As the perils to our nation rise, the percentage of our youth prepared to face those threats is falling.
Recruits of course must meet stringent requirements. In general, they must be physically fit and of demonstrated good character. In today’s USA, it is a sad fact that as a percentage of the population, the “few good men” are getting fewer and the issue is raising alarms at all levels in our military.
Four-star general Lt. Gen. Xavier Brunson, commander of Joint Base Lewis-McChord in Washington state, has added his voice of concern, contending that enlistment is affected by obesity or pre-existing medical conditions in today’s young people.
“Some of the challenges we have are obesity, we have pre-existing medical conditions, we have behavioral health problems, we have criminality, people with felonies, and we have drug use,” Brunson told the Spokane Spokesman-Review newspaper last month.
“This is not an Army problem, it is an American problem. Only 23% of people that are of age to serve are actually qualified,” Brunson also noted.
Brunson is backed up by the U.S. Centers for Disease Control.
According to the Department of Defense’s Stars and Stripes newspaper, the CDC estimated that 71% of young Americans are unfit for military service, with the major reasons being education deficits, obesity, drug use, and criminal records.
As another cause of the recruitment problem, the Daily Mail reports that a June survey found today’s youth are unfamiliar with the many benefits the Army offers. Among the perks offered are assistance in buying a home, education benefits, and the opportunity for early retirement. More than half of respondents thought that soldiers have a poor work-life balance.
Stars and Stripes also reported in July that the military has created a pilot program called the Future Soldier Preparatory Course intended to broaden its pool of eligible recruits. The program is to be held at Fort Jackson in South Carolina and offers two three-month courses. One will assist recruits in attaining the required score of 31 or higher on the Armed Forces Qualification Test and the other will help reduce body fat to a maximum of 20 – 26% for males and about 30 – 36% for females, depending on their age. Recruits with up to 6% more body fat than those standards are eligible to participate in the program.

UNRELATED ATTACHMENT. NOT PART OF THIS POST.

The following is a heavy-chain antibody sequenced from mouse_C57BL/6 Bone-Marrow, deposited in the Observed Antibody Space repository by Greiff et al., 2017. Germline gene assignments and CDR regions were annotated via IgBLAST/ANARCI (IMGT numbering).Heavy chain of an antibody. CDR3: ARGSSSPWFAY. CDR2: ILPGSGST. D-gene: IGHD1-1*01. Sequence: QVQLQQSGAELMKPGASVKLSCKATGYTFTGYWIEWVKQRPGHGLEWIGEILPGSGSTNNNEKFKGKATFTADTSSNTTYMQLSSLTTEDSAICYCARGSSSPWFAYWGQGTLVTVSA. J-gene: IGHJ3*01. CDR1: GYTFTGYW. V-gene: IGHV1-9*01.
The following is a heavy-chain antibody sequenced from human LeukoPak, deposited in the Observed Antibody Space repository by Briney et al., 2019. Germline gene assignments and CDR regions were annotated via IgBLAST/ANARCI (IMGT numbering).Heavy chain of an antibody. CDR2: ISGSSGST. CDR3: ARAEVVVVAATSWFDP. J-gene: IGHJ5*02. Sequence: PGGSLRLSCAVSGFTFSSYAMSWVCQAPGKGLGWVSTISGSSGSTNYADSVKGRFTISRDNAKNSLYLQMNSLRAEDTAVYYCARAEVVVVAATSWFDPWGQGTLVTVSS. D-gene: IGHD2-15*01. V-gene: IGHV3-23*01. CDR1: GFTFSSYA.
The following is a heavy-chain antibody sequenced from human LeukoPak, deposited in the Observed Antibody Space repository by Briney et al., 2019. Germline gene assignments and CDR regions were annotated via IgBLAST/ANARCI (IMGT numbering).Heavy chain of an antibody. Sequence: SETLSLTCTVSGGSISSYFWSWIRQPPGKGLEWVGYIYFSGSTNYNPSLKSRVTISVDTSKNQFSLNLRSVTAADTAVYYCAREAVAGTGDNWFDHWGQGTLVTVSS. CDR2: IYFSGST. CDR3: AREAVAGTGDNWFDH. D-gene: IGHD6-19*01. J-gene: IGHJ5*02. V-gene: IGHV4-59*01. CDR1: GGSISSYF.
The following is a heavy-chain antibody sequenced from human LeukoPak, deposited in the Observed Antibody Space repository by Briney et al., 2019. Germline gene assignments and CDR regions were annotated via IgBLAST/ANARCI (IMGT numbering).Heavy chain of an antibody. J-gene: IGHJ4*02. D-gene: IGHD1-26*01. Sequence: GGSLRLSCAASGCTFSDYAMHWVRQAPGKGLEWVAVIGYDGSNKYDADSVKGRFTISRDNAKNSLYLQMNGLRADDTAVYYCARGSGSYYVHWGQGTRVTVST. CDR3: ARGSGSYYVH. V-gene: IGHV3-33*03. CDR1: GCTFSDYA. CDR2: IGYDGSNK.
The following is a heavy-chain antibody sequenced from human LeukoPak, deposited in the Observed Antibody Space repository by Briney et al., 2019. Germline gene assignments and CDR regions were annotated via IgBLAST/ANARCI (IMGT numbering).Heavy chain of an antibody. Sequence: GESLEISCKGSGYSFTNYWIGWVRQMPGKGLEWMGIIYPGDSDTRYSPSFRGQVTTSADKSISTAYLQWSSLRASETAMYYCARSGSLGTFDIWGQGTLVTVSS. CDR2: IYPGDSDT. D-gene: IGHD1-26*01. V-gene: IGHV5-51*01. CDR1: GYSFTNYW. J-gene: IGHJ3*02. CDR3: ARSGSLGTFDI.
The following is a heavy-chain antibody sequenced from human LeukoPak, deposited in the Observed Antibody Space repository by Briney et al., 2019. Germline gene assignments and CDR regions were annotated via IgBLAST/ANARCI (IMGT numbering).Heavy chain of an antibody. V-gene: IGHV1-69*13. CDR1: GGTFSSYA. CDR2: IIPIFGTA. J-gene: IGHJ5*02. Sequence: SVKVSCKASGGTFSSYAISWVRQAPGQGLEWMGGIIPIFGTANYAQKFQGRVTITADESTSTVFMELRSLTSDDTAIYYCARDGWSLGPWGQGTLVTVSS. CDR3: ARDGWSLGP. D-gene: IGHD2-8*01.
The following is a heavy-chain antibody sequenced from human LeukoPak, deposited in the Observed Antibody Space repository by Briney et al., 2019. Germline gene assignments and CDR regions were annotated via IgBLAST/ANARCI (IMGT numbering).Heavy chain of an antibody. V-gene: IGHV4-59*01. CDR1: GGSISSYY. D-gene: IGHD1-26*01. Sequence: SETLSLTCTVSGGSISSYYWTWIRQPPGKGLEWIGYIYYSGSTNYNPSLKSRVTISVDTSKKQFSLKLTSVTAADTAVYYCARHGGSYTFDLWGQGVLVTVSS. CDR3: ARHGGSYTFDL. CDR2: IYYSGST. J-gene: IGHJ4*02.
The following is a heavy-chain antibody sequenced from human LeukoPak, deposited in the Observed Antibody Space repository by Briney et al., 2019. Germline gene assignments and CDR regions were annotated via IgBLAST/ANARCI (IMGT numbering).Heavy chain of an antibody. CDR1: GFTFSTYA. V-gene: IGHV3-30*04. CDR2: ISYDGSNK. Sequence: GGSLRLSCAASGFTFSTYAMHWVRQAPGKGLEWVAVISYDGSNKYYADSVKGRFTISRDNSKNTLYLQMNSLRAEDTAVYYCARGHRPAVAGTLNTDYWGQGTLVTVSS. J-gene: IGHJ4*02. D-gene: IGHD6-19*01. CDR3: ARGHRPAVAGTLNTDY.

Participants have up to 90 days to meet standards and will be evaluated every three weeks regarding progress toward goals. Those meeting the goals may leave the program early.
Participants who meet the standards after the training programs may then go on to standard basic training.
“The young men and women who will participate in this pilot must have the desire to improve themselves and want to honorably serve their country,” said Gen. Paul E. Funk II, leader of the Army’s Training and Doctrine Command. “This is a great way to increase opportunities for them to serve without sacrificing the quality needed across our force.”
Recruits must meet all eligibility requirements, including moral and medical accession standards.
Lt. Gen. Brunson noted, regarding the program, that “There are people who can be led from the front, but there are a certain number of people with a desire to serve who can be led from behind a little bit.”
According to a July 20 Army memorandum, in addition to assistance in attaining physical standards, the Army is sweetening the pot with enlistment bonuses of up to $50,000, and bonuses up to $35,000 for soldiers who ship out within 45 days.
Some reports contend that Covid mandates have had a negative impact on recruiting as well.
— Conservative News (@BIZPACReview) August 24, 2022
As BizPac Review reported in July, “over 60,000 National Guardsman and Reservists have been barred from performing their military obligations to protect the nation because they are not willing to violate their conscience by getting the Covid-19 vaccine.”
— Conservative News (@BIZPACReview) August 5, 2021
But in a welcome dose of great news, Stars and Stripes also featured a story about Zshanderia Bratcher, who decided in her freshman year of high school that, “I wanted to be a part of a cause bigger than myself. I want to make an impact on the world. I thought there’s no other place that I could do it better than to join the military, specifically the Air Force.”
Ms. Bratcher, 17, has now earned the rank of airman and is in training to be a member of Air Force security forces.
Lt. Gen. Brunson, who has been with the Army for 32 years, sees serving as an opportunity.
“I get troubled when people talk about the Army as if it’s the end of a thing. The Army is the beginning of a thing,” he told the Spokane Spokesman-Review. “It’s the opening of an aperture to the rest of your life.”
“I think there’s a divide in the nation between the stewardship of the nation and ownership of the nation,” he added. “People own the title, ‘I’m an American,’ but stewardship says, ‘I’ve served the nation,’ and that’s what makes the republic sound.”
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